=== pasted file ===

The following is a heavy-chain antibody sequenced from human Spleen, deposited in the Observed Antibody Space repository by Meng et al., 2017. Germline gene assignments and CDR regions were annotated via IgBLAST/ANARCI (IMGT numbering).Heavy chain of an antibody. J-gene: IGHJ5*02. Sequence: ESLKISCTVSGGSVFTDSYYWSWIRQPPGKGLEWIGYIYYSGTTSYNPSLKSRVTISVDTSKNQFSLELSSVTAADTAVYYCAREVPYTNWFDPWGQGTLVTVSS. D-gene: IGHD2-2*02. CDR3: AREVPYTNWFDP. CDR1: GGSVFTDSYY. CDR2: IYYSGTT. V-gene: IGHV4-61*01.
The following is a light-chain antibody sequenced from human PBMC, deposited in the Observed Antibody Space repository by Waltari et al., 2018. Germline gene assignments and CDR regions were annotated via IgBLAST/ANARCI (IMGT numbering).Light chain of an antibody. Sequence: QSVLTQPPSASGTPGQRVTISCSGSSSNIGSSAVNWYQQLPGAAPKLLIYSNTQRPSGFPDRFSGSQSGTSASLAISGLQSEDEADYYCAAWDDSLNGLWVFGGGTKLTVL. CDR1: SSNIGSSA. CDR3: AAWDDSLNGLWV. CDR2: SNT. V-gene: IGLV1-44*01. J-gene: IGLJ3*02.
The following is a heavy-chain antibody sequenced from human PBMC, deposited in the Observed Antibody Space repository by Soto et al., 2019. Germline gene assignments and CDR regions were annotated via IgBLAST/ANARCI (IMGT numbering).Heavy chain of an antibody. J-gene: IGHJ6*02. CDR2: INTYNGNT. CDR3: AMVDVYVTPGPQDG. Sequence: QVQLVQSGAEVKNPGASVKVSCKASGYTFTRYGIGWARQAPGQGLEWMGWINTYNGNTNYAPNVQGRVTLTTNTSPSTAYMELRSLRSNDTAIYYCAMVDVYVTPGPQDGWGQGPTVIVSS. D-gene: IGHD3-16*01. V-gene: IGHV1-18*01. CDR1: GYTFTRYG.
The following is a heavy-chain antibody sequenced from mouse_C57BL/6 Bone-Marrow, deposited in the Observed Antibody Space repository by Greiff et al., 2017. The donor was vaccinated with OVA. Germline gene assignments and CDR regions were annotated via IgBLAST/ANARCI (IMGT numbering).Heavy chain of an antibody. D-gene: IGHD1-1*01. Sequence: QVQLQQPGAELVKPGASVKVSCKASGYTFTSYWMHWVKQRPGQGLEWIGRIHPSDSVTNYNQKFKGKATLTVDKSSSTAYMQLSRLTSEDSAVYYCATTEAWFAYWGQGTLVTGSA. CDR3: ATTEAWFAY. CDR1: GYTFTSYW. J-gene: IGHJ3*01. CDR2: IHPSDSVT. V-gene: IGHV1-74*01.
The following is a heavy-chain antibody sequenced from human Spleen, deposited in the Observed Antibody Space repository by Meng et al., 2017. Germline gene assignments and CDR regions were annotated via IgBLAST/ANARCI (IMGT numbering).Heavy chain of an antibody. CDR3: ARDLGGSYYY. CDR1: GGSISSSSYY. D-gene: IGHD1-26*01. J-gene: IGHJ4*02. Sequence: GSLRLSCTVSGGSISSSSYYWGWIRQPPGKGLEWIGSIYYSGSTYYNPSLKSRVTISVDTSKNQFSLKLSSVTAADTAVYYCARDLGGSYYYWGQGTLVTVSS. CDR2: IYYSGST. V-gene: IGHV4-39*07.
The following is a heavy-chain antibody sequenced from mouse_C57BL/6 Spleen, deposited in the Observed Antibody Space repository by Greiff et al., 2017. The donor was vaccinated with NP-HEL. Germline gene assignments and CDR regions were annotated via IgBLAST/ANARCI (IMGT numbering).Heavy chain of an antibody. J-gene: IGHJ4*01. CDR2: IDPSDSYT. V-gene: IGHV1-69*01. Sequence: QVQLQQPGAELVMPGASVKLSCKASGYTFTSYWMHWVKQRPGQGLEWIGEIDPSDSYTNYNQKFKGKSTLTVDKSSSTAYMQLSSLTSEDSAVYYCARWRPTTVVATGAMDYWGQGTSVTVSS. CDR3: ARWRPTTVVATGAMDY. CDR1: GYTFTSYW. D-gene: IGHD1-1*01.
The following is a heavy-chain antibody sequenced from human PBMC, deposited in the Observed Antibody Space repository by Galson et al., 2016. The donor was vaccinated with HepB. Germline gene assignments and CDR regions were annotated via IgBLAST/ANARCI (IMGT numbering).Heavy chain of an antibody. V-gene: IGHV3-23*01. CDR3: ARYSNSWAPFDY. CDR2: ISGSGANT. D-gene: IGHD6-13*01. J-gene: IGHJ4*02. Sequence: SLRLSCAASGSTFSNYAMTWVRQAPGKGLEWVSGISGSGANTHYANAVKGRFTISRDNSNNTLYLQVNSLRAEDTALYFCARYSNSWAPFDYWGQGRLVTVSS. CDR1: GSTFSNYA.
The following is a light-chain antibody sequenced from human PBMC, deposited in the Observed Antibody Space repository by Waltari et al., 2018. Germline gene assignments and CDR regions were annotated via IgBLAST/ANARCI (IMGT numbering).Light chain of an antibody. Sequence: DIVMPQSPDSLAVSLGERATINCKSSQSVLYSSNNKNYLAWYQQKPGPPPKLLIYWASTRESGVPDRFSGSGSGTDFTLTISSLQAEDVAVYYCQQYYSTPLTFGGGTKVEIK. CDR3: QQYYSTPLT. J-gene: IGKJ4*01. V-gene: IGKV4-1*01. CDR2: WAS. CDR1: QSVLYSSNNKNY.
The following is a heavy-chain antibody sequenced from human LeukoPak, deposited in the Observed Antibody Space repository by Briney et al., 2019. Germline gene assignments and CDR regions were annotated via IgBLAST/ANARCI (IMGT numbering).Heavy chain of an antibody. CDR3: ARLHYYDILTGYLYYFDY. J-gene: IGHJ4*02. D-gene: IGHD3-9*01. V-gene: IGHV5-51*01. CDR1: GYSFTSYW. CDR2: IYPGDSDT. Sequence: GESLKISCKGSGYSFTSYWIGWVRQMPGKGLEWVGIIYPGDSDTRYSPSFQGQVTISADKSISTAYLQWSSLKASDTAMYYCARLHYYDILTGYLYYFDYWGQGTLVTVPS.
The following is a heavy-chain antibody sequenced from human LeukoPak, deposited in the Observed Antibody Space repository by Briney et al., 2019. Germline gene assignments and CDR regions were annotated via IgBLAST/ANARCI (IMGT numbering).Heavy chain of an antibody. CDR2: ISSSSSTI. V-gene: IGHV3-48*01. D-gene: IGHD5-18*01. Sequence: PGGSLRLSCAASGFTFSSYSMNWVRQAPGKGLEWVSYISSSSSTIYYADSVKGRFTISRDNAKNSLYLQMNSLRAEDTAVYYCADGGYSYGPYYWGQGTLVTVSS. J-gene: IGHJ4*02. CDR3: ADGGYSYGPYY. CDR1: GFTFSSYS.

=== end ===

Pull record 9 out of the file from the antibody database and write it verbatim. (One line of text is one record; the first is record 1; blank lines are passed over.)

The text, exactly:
The following is a heavy-chain antibody sequenced from human LeukoPak, deposited in the Observed Antibody Space repository by Briney et al., 2019. Germline gene assignments and CDR regions were annotated via IgBLAST/ANARCI (IMGT numbering).Heavy chain of an antibody. CDR3: ARLHYYDILTGYLYYFDY. J-gene: IGHJ4*02. D-gene: IGHD3-9*01. V-gene: IGHV5-51*01. CDR1: GYSFTSYW. CDR2: IYPGDSDT. Sequence: GESLKISCKGSGYSFTSYWIGWVRQMPGKGLEWVGIIYPGDSDTRYSPSFQGQVTISADKSISTAYLQWSSLKASDTAMYYCARLHYYDILTGYLYYFDYWGQGTLVTVPS.